02. Fuck Fox News
03. I Like The Nightlife, Baby
04. Cold Snap
05. Things Fall Apart
06. Achtung! Landmine
07. Some Mistakes You Never Stop Paying For
09. I Hate Rock N' Roll
10. The Purple Dawn
11. Now Lie In It
13. The Somme
14. I Hate You
15. A Pleasure To Have In Class
17. I Hate You
18. Another Night In America
2005 Indecision Records
Many fans of hardcore consider the Suicide File to be one of the best bands the genre has produced in the last ten years. In under two years, with only one actual "album" to their name, this group of hardcore veterans brought a much needed dose of legitmate fury and intelligence back into a scene obsessed with pointlessly generalized anger, latently misogynistic ideas and outdated macho posturing. Some Mistakes You Never Stop Paying For is a collection of all their recorded material not included on the album Twilight. This includes their original demo, their debut 7", their contributions to two splits and their final 7", Things Fall Apart. It is presented in reverse order here, a choice which is of little consequence to this listener, as all the material here is equally worthwhile.
The eighteen tracks contained on this disc (two of which appear twice) represent the legacy of a band unafraid to offend and uninterested in appeasing. This is no bullshit, no holds barred hardcore music. There's no breakdowns and no slick production. The Suicide File's music couldn't be any more effective than it is here, as raw as any hardcore record I've ever heard. It's almost as if these songs could've come from any time between 1985 and now. The only real indicator of an era to be found here are the unabashedly political lyrics of songs like "Ashcroft," "2003," and "Fuck Fox News." In this aspect of their music, the Suicide File stand out among their peers as well. Punk rock always went hand in hand with politics and many hardcore bands seem all too eager to deny their legacy, content instead to tout convictions as empty as the heads of the kids who buy their records.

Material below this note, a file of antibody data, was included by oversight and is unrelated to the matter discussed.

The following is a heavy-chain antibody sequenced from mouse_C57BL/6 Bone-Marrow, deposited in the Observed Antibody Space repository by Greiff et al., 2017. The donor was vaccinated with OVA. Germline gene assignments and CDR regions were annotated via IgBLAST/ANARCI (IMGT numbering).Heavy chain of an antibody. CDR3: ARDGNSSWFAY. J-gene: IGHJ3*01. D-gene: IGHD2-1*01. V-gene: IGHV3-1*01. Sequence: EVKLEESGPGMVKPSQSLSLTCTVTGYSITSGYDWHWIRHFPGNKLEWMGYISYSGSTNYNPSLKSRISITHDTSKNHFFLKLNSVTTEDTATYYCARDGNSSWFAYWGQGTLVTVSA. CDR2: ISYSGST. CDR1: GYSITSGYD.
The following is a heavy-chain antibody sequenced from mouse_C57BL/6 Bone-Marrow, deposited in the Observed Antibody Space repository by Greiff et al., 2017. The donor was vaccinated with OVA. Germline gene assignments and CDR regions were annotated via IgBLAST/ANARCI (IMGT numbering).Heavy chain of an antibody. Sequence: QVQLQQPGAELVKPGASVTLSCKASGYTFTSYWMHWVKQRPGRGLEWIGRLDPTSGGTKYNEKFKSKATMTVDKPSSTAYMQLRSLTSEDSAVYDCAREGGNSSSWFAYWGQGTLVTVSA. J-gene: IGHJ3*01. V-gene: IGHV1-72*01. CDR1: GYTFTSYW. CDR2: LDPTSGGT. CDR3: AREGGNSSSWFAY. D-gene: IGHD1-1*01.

When the Suicide File's Dave Weinberg did turn his lyrical attention inward towards either the hardcore community or his own trials and tribulations, his words were no less scathing or insightful. The blunt lyrics of a track like "The Somme" ("A thousand 'Fuck you's' would never be enough / So I'm only gonna say this once... / Fuck you, I'm never coming back.") combined with the impassioned vocal delivery add up to something simultaneously feral and focused, both pissed off and poignant. Perhaps even more surprising was the Suicide File's ability to pen a hardcore song I hadn't heard before. By borrowing a few pages from their punk rock forefathers and taking a decidedly rock n' roll approach to songwriting, Neeraj Kane came up with riffs that were both fresh and familiar.
Even while they were still playing, bands had begun emulating the Suicide File, but since their demise, there has been a recent rash of ill-advised imitators, attempting to strike while the proverbial iron is still relatively hot. Unfortunately, the Suicide File's explosive nature was such that their contribution, however limited in actual length, cannot be replicated. The sincerity of it all was what made it truly great. Much in the way that the Cro-Mags' Age of Quarrel, Integrity's Humanity is the Devil or American Nightmare's Background Music captured and defined an era of hardcore music, Some Mistakes You Never Stop Paying For shines through as the most genuine, original and powerful collection of hardcore songs of the last few years.
My only complaint has nothing to do with the music itself, but in fact with what isn't present here. Twilight could've easily fit onto this disc, as well as one of the many high quality live sets recorded during the band's career. While its quite obvious that Indecision probably has at least a few copies of Twilight left that they didn't want to risk taking a hit on, it would've been nice if they had waited a few years and released a complete discography. The inclusion of the demo is nice for completists, but a few live songs also shouldn't have been impossible. I guess what it all boils down to is that I just can't get enough of the Suicide File.
Bottom Line: If you care at all about hardcore music, you need to own this record. The Suicide File have come and gone, but the impact of these songs will be felt for years to come.